The increase of affordable malware “meal kits,” priced at less than $100, is driving a surge in remote access Trojan (RAT) campaigns, frequently concealed within seemingly legitimate Excel and PowerPoint attachments in emails. HP Wolf Security has unveiled its “Q3 2023 Threat Insights Report,” which highlights a substantial increase in Excel files containing DLLs infected with the Parallax RAT. These files masquerade as authentic invoices, but when opened, they trigger the malware, as explained by HP’s senior malware analyst, Alex Holland. The Parallax RAT malware kits are readily available for $65 per month on underground hacking forums.
HP’s report also reveals cybercriminals targeting prospective attackers with malware kits like XWorm, which are hosted in apparently legitimate repositories, such as GitHub. Furthermore, new RATs, including DiscordRAT 2.0, have recently emerged, according to researchers.
Remarkably, a significant 80% of the observed threats during the quarter originated from email-based attacks. Intriguingly, some proficient cybercriminals are now turning their attention to novices within RAT campaigns.
The Rise of Parallax
The HP report highlights that the Parallax RAT has catapulted from the 46th most favored payload in the second quarter of 2023 to the seventh spot in the subsequent quarter. According to Holland, this represents a substantial upswing in attackers exploiting this file format for malware distribution.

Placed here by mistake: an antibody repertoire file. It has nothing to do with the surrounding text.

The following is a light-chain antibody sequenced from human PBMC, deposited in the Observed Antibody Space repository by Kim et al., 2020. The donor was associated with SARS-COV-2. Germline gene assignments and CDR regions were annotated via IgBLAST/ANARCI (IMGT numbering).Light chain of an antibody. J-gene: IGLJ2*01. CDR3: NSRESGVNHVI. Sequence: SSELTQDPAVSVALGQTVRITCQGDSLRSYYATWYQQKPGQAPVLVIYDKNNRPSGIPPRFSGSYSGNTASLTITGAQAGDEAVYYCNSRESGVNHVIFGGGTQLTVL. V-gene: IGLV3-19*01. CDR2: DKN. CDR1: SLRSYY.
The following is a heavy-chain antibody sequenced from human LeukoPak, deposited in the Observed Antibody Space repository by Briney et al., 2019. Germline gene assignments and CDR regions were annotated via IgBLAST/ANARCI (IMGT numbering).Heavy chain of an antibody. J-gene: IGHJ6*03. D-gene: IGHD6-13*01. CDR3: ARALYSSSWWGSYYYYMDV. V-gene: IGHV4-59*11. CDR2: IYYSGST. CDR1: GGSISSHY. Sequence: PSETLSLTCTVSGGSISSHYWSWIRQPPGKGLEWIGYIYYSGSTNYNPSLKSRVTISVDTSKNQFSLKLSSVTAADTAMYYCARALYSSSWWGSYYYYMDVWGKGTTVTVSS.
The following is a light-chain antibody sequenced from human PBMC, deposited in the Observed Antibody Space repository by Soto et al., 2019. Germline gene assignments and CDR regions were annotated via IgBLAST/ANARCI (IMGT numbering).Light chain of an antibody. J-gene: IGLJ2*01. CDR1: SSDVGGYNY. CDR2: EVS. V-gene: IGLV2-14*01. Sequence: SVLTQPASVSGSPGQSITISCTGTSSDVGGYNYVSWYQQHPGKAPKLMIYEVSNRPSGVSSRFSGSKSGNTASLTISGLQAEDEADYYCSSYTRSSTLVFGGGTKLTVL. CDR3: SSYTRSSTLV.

In one instance, researchers detected a Parallax RAT campaign employing a “Jekyll and Hyde” tactic, where two concurrent threads execute when a user opens a scanned invoice template. One thread opens the file as expected, while the other clandestinely runs malware in the background, rendering it challenging for users to discern an ongoing attack, as described in the report.
Notably, Parallax RAT had previously been linked to various malware campaigns at the outset of the pandemic, as detailed in a March 2020 blog post by Arnold Osipov, a malware researcher at Morphisec. Osipov affirmed its capabilities to bypass advanced detection solutions, steal credentials, and execute remote commands.
Osipov, speaking to Dark Reading, acknowledged that he had not witnessed the specific surge in Parallax attacks reported by HP. Nevertheless, he noted that RATs, in general, have posed an increasing threat in 2023.
RATs on the Rampage
Multiple spikes in RAT activity include an incident in July when Check Point Research highlighted a rise in Microsoft Office files harboring the Remcos RAT, first identified in 2016. Many of these malicious files were discovered on counterfeit websites crafted by threat actors.
It’s crucial to note that threats stemming from Houdini and Parallax may dwindle with Microsoft’s plan to deprecate VBScript. Microsoft recently announced that VBScript will only be accessible in future Windows releases upon request and will eventually be phased out. However, Holland cautioned that while this is favorable news for defenders, attackers will adapt and turn their attention to alternative methods.
Holland anticipates a shift towards formats that will remain supported on Windows, such as PowerShell and Bash, and also expects attackers to focus on innovative obfuscation techniques to circumvent endpoint security using these coding languages in the future.